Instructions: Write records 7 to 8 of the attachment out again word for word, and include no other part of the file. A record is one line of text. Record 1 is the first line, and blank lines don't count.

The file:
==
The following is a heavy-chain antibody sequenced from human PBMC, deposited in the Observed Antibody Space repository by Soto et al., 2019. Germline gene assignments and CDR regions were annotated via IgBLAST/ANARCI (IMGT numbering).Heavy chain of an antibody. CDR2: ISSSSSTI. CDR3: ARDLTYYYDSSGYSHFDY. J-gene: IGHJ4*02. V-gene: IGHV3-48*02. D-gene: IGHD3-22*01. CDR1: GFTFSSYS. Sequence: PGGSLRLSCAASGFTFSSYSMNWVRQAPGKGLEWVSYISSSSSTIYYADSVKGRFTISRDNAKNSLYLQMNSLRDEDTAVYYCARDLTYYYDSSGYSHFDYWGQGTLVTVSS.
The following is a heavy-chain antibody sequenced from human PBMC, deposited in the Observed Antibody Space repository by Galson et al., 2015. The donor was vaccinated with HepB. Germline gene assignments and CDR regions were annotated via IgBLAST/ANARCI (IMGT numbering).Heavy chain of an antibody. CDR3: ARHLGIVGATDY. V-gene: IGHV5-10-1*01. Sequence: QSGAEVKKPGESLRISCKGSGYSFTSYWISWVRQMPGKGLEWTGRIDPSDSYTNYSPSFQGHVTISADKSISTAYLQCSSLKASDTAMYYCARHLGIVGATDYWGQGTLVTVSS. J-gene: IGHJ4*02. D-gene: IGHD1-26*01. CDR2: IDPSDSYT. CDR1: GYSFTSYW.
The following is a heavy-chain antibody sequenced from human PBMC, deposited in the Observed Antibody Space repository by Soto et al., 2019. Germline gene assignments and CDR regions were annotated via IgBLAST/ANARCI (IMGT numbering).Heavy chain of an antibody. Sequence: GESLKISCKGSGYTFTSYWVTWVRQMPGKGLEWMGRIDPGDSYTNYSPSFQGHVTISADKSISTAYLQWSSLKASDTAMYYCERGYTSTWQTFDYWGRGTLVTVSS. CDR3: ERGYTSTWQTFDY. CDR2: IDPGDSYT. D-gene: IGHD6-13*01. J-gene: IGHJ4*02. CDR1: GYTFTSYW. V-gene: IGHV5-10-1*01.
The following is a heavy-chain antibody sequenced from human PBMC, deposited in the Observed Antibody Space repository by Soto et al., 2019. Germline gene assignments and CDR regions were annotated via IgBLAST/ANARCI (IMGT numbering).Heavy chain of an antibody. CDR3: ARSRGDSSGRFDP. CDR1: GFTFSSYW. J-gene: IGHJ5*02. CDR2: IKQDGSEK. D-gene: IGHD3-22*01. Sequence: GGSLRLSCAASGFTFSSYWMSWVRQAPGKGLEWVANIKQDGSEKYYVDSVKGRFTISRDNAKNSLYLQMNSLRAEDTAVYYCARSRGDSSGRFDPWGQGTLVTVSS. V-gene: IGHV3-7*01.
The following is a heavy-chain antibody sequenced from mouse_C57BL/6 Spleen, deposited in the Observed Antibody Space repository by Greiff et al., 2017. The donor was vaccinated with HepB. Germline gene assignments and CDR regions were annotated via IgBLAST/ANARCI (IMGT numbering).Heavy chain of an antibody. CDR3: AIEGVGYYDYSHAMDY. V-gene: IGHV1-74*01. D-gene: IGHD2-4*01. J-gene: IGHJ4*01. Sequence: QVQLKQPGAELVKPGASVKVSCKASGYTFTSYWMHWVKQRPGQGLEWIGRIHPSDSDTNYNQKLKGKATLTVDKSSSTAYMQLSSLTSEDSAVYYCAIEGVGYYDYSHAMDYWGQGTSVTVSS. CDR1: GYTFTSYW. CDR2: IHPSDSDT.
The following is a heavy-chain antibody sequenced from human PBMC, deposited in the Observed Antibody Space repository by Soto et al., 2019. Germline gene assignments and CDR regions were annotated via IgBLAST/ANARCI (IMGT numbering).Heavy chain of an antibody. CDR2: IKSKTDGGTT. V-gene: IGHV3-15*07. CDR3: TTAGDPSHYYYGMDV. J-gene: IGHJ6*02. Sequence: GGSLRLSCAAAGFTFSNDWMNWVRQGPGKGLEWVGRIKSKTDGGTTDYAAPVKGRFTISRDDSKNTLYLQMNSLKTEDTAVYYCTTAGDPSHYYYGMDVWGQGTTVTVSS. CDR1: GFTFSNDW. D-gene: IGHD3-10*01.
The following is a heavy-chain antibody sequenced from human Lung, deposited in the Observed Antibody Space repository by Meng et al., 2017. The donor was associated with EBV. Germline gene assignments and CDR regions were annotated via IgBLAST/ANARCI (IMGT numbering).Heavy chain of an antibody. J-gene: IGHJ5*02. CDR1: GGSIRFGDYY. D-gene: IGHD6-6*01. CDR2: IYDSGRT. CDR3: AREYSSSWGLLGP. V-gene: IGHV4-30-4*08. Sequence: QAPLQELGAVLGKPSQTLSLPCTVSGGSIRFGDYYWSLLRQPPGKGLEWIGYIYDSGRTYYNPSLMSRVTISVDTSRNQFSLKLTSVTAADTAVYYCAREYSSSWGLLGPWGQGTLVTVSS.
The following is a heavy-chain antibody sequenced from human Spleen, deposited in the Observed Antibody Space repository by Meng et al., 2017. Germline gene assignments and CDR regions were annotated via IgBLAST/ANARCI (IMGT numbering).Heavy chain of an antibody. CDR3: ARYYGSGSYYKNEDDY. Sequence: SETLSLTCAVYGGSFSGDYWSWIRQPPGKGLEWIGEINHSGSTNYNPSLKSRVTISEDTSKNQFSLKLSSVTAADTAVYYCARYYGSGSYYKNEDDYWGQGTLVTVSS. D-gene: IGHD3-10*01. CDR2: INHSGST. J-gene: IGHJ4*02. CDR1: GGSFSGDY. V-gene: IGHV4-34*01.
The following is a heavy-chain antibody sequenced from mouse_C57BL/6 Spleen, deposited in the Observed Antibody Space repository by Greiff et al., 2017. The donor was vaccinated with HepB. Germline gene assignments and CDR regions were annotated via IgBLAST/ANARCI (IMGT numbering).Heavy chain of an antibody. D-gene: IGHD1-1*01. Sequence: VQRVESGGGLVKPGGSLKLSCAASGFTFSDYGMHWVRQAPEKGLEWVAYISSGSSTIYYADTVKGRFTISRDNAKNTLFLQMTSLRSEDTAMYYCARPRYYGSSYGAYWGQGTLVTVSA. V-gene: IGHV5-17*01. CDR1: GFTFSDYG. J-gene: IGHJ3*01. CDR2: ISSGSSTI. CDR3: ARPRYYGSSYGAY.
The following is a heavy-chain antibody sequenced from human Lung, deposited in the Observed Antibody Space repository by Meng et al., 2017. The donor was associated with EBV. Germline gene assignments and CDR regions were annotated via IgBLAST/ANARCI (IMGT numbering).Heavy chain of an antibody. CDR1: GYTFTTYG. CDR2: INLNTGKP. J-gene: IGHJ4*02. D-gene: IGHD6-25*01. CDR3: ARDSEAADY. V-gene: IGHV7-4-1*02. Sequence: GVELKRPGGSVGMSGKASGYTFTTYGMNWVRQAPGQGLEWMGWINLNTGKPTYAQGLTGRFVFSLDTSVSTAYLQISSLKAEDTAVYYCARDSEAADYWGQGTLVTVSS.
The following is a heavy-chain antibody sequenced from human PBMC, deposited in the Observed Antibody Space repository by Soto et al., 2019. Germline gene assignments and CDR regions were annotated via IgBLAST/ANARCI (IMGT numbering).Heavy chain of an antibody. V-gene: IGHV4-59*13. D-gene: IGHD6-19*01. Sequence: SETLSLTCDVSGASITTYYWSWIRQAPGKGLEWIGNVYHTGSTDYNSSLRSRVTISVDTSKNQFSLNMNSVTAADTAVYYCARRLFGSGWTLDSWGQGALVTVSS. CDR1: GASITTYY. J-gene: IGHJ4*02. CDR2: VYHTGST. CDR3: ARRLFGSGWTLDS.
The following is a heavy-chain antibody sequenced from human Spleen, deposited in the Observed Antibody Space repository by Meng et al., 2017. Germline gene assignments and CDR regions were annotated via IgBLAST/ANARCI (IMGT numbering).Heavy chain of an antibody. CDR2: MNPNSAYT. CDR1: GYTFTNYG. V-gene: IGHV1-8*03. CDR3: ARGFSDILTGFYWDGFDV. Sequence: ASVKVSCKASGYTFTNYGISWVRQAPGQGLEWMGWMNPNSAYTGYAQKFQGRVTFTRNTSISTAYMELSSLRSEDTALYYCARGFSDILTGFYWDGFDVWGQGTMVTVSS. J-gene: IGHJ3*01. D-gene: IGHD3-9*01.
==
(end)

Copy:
The following is a heavy-chain antibody sequenced from human Lung, deposited in the Observed Antibody Space repository by Meng et al., 2017. The donor was associated with EBV. Germline gene assignments and CDR regions were annotated via IgBLAST/ANARCI (IMGT numbering).Heavy chain of an antibody. J-gene: IGHJ5*02. CDR1: GGSIRFGDYY. D-gene: IGHD6-6*01. CDR2: IYDSGRT. CDR3: AREYSSSWGLLGP. V-gene: IGHV4-30-4*08. Sequence: QAPLQELGAVLGKPSQTLSLPCTVSGGSIRFGDYYWSLLRQPPGKGLEWIGYIYDSGRTYYNPSLMSRVTISVDTSRNQFSLKLTSVTAADTAVYYCAREYSSSWGLLGPWGQGTLVTVSS.
The following is a heavy-chain antibody sequenced from human Spleen, deposited in the Observed Antibody Space repository by Meng et al., 2017. Germline gene assignments and CDR regions were annotated via IgBLAST/ANARCI (IMGT numbering).Heavy chain of an antibody. CDR3: ARYYGSGSYYKNEDDY. Sequence: SETLSLTCAVYGGSFSGDYWSWIRQPPGKGLEWIGEINHSGSTNYNPSLKSRVTISEDTSKNQFSLKLSSVTAADTAVYYCARYYGSGSYYKNEDDYWGQGTLVTVSS. D-gene: IGHD3-10*01. CDR2: INHSGST. J-gene: IGHJ4*02. CDR1: GGSFSGDY. V-gene: IGHV4-34*01.